Collector - March 2018 - 46
Beyond the Limit
What you need to know about
collecting debts after the statute
of limitations expires.
enerally, when the statute of
limitations for a debt expires it
extinguishes the right to pursue
legal action on the debt. In most instances,
expiration of the statute of limitations does
not preclude non-legal collection activity,
such as sending letters or placing phone
calls-provided that such activities do not
threaten legal action.
When collecting this type of debt,
collectors must understand applicable
federal law, state law and case law to avoid
the possibility of misleading consumers
about their rights concerning out-ofstatute debts.
The statute of limitations typically
begins to run when the "cause of action
accrues." In the context of debt collection,
this generally equates to the date of
the account's last activity. The statute
of limitations can be revived or reset,
depending on state law, with a partial
payment or a written promise to repay
the debt. The possible revival of statute
of limitations due to partial payment or a
promise to pay can make collecting this
type of debt complex.
The Fair Debt Collection Practices Act
does not specifically prohibit the collection
of out-of-statute debts. However, some
uncertainty remains as to whether or not
debt collectors are required to provide
consumers notice that the statute of
limitations for the specific debt has expired.
Some courts have found that a debt
collector may violate the FDCPA by failing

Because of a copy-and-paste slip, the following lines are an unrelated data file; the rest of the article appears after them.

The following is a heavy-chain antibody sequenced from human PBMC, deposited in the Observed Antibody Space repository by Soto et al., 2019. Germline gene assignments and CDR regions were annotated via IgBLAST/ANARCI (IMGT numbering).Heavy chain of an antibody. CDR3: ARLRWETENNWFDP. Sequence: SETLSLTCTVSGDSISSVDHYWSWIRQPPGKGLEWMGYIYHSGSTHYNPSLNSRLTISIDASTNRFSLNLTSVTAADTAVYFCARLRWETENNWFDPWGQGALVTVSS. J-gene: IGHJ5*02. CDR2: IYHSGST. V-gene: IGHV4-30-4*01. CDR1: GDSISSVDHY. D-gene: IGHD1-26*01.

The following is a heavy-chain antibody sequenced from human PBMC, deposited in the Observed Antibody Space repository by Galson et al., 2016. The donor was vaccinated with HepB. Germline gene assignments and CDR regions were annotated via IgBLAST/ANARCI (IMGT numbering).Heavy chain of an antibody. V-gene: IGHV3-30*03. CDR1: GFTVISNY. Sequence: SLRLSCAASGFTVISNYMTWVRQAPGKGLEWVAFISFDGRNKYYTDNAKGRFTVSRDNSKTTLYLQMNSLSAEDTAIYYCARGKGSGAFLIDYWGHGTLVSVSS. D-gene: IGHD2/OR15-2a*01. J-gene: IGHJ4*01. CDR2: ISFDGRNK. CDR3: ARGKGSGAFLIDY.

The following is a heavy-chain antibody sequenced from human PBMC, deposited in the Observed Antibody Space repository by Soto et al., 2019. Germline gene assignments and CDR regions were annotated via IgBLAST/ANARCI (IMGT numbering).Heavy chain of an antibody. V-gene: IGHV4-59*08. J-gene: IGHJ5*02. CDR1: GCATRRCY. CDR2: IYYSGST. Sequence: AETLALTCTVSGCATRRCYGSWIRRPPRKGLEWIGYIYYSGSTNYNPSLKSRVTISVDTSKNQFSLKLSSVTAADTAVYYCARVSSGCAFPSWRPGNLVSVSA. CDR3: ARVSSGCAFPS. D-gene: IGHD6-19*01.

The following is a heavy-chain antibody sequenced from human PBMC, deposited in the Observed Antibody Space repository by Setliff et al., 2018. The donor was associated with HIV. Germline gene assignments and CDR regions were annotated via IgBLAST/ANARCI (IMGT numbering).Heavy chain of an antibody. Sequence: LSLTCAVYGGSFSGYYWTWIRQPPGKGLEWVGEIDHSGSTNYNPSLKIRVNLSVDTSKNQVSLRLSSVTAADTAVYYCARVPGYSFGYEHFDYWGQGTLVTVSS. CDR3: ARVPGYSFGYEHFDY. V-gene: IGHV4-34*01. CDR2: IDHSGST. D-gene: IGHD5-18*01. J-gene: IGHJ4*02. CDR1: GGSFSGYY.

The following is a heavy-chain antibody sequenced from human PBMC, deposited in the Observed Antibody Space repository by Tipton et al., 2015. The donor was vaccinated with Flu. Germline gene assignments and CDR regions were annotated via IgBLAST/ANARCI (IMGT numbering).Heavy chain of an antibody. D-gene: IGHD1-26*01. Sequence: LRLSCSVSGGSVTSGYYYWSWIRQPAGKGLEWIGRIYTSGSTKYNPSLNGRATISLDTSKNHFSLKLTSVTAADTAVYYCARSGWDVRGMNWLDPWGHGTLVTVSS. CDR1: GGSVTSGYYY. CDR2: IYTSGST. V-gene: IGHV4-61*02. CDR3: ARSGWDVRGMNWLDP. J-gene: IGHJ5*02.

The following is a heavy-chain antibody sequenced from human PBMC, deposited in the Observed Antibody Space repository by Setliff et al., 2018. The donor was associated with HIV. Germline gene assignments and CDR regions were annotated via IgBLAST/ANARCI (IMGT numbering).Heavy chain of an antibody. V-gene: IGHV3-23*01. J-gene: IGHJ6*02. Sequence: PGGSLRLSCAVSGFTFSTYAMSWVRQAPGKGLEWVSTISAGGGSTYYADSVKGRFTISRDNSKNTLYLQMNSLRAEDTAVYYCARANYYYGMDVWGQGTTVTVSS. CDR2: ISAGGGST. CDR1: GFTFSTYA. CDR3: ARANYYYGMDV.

to note a debt's out-of-statute status. Several
courts have also found that settlement offers
on out-of-statute debts may be problematic
depending on the specific language used in
the letters. Because of these court decisions,
debt collectors need to carefully consider if
disclosure of the debt's out-of-statute status
should accompany any collection attempts or
settlement offers made in connection with a
debt that is out of statute.
In light of the FDCPA's ambiguity on this
issue, some states have enacted disclosure
requirements that must accompany
collection attempts related to out-of-statute
debts. The requirements vary by state,
but all share the same goal of notifying
the consumer that the debt is beyond the
applicable timeframe for filing suit. It's also
important to note that a couple of states have
laws that prevent the collection of out-ofstatute debts entirely.
For an in-depth analysis of the federal and
state law issues related to collecting debts
that are beyond the statute of limitations,
ACA International members can review
ACA SearchPoint™ document #1119, Statutes
of Limitation: Collecting Out-of-Statute
Debt. For general information on state
statutes of limitation, see ACA SearchPoint™
document #1122, Statutes of Limitations. For
information on settlement offers, including
offers on out-of-statue debts, members can
access ACA SearchPoint™ document #1142,
Have you checked out the member-only ACA
SearchPoint™ library? This valuable resource
is filled with documents that put important
compliance information related to the FDCPA,
FCRA, TCPA, state laws and many other
topics at your fingertips. To access it, visit www.
Flexible. Scalable. Comprehensive.
Modular. Now with Microsoft SQL
Server based options. Software
for first party, third party and
specialized portfolio collections.
Best value with the functionality
that your agency needs.
Call us for a free consultation
1-800-661-6722 | Collect.org